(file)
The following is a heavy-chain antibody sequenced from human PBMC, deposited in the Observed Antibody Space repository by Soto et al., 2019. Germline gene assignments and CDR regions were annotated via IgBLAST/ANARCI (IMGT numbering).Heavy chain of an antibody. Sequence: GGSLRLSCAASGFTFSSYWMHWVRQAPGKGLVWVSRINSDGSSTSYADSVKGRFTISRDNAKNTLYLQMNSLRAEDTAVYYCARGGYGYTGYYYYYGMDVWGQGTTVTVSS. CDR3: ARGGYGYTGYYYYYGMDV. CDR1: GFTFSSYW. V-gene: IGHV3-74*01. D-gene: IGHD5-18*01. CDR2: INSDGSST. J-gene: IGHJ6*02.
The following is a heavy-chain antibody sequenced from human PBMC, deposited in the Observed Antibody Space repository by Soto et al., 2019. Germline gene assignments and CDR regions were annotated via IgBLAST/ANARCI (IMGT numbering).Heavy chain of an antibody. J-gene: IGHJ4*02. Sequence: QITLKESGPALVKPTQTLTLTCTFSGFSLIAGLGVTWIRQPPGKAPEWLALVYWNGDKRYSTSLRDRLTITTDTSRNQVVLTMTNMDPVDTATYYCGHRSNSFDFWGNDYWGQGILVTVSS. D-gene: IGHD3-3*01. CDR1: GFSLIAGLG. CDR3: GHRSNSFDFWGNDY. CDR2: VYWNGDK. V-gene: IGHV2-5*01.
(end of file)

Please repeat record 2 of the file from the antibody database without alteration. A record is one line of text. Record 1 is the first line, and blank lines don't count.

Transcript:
The following is a heavy-chain antibody sequenced from human PBMC, deposited in the Observed Antibody Space repository by Soto et al., 2019. Germline gene assignments and CDR regions were annotated via IgBLAST/ANARCI (IMGT numbering).Heavy chain of an antibody. J-gene: IGHJ4*02. Sequence: QITLKESGPALVKPTQTLTLTCTFSGFSLIAGLGVTWIRQPPGKAPEWLALVYWNGDKRYSTSLRDRLTITTDTSRNQVVLTMTNMDPVDTATYYCGHRSNSFDFWGNDYWGQGILVTVSS. D-gene: IGHD3-3*01. CDR1: GFSLIAGLG. CDR3: GHRSNSFDFWGNDY. CDR2: VYWNGDK. V-gene: IGHV2-5*01.